Click to link:

Return To Front Page



We Get E-Mail

Neighborhood Groups/Meetings

Crime Data

City Agendas

LB City Hall

LB Schools



Useful References & Sources


Lost, Found & Adoptable Pets


Mayor O'Neill Tells Capitol Hill Anti-Terrorism Hearing on Water & Infrastructure Security LB Lacks Sufficient Funds In Future Years To Sustain Three Anti-Terrorism Programs Started With Three Fed'l Grants

Mayor seeks fourth federal anti-terrorism grant, Port related Advanced Transportation Information Management System, more funds for Coast Guard, Customs and local projects she portrays as of nat'l importance: 710 fwy, new Port area bridge & Los Cerritos wetlands

(October 10, 2001) -- Testifying that despite receiving three federal grants meant to protect LB from terrorism and set a worthy example for other cities, LB City Hall lacks sufficient funds in future years to sustain these programs, Mayor Beverly O'Neill told a Congressional anti-terrorism hearing that LB City Hall wants a fourth federal anti-terrorism grant and more federal money for Port and water security.

The Mayor suggested the fourth anti-terrorism grant be used specifically "to prove-out water and environmental infrastructure security measures of significance to America." She also portrayed several LB area projects including 710 freeway improvement, new Port bridges and projects at the Los Cerritos Wetlands as meriting federal money on grounds they had national importance or were security related.

The hearing by the House Committee on Transportation and Infrastructure was webcast live by C-SPAN 3. provides below a transcript of Mayor O'Neill's testimony as delivered.

The Committee hearing's topic was the "Terrorism Threat to U.S. Water Infrastructure" to review of efforts of federal agencies, local governments and private sector entities to prevent water supply systems, dams, and hazardous chemicals from being used against the U.S. in a terrorist attack.

Witnesses included the FBI's Director, National Infrastructure Protection Center; the Army's Assistant Secretary for Civil Works and the EPA's Assistant Administrator, Office of Solid Waste and Emergency Response.

Mayor O'Neill, who left last night's City Council meeting early to catch a "red eye" flight to Washington, was among local government and private sector representatives on a second panel heard by the Committee.

The Mayor was introduced by Committee member Cong. Juanita Millender-McDonald (D, Carson), who currently represents Wrigley and western parts of LB. Her Congressional district was shifted in CA's Democrat controlled redistricting last month and will include roughly 80% LB in the November, 2002 election.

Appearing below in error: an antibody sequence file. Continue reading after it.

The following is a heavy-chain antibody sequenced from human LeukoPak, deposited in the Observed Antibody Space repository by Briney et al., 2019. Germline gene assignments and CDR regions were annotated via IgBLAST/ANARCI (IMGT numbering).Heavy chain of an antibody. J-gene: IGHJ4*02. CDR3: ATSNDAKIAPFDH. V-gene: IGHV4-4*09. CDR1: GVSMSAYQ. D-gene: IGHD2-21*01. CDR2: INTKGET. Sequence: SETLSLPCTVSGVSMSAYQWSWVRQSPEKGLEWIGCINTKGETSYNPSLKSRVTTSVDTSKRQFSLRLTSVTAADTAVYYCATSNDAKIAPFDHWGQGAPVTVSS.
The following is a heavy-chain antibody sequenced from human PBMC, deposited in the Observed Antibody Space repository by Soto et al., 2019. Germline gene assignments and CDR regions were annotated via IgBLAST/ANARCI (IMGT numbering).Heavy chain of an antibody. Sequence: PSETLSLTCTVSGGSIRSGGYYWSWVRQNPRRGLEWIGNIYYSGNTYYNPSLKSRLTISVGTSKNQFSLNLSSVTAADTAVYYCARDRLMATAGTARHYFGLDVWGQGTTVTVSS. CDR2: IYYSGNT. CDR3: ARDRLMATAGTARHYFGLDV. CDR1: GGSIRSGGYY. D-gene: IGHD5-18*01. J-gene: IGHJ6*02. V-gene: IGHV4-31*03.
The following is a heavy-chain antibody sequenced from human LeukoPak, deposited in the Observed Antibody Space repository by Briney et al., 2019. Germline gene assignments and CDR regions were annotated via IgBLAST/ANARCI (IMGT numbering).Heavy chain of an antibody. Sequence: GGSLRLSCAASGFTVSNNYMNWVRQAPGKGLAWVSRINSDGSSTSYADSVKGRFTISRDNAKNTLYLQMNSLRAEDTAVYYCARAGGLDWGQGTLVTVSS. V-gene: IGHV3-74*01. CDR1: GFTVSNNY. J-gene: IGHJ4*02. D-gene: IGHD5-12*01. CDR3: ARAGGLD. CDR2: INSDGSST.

"She is indeed a world class Mayor from a world class city," Cong. Millender-McDonald said, telegraphing the Mayor's upcoming call for more federal money by adding, "[W]e have so much in place in terms of seaport security, citywide security, [but] there is a need for increased funding of resources so that we can sustain those things that we've put in place. But it's because of her leadership that we have begun to look at the security that is so vital to a large city such as the city of Long Beach."

Mayor O'Neill said LB had received three federal anti-terrorism grants:

  • In 1998, under the Nunn-Lugar-Dominici Terrorism Protection Act, LB was one of the largest cities in the nation chosen to focus on anti-terrorist training and equipping for local responders and carried out a Department of Defense Grant Program.

  • LB was thereafter given a second grant, this one from the Department of Health and Human Services, geared to responding to a chemical and biological event.

  • Finally, the Department of Justice provided City Hall with a demonstration grant to buy equipment required in dealing with a terrorist event.

    The Mayor acknowledged that although the city "has a major responsibility to provide for secure fully benefit from the three federal anti-terrorism grants..., we find ourselves in a position of having insufficient resources to sustain the programs in the out years."

    The Mayor went on to propose that LB be given a fourth anti-terrorism grant and other security and local projects (detailed in the transcript, below).

    Following the Mayor's testimony, the House Committee chair moved on to the next speaker without comment. provides Mayor O'Neill's testimony as delivered, below. Our transcript is unofficial, prepared by us:

    Mr. Chairman and Members, I thank you for the opportunity to testify before you today...And it is a pleasure for me to be here to testify to a committee that has my two Congressional representatives [Horn and Millender-McDonald] that represent us so well...

    So I am a Mayor of a large city, the city of Long Beach, California, with about half a million people. But also my involvement with the League of California Cities, I will be president next year, and the National Conference of Mayors may provide a special perspective to this Subcommittee [sic, it's a House Committee]

    I'm pleased to present to you today, my Cityís security concerns that are under the jurisdiction of this distinguished Committee.

    Talking about citywide security, the City of Long Beach has in place, in coordination with the State of California, an emergency response plan with hazardous material response plan, which comply with the Standardized Emergency Management System.

    In 1998, Long Beach was selected under the Nunn-Lugar-Dominici Terrorism Protection Act as one of the largest cities in the nation to focus on anti-terrorist training and equipping for local responders. We carried out, therefore, a Department of Defense Grant Program.

    Then, Long Beach was awarded a second grant, this one from the Department of Health and Human Services, [for an] anti-terrorism grant, geared to responding to a chemical and biological event.

    And lastly, the Department of Justice also provided the City with a demonstration grant to purchase equipment required in dealing with a terrorist event.

    While we are preparing ourselves, we haven't had to use these trainings that have happened through the grant program, Mr. Chairman, the federal investment in Long Beach is not misplaced. We host Americaís largest Port, Boeing Company, the C-17 aircraft production, as well as other aerospace industry such as Gulfstream Aerospace. We are an example of a city that has a major responsibility to have secure infrastructure.

    However, to fully benefit from the three Federal anti-terrorism grants mentioned, we find ourselves in a position of having insufficient resources to sustain the programs in the out years.

    And talking about seaport security, the Port of Long Beach, a Department of my City, along with the neighboring Port of Los Angeles, comprise the largest seaport complex in the United States and the third largest in the world. This complex handles over 1/3 of all U.S. cargo.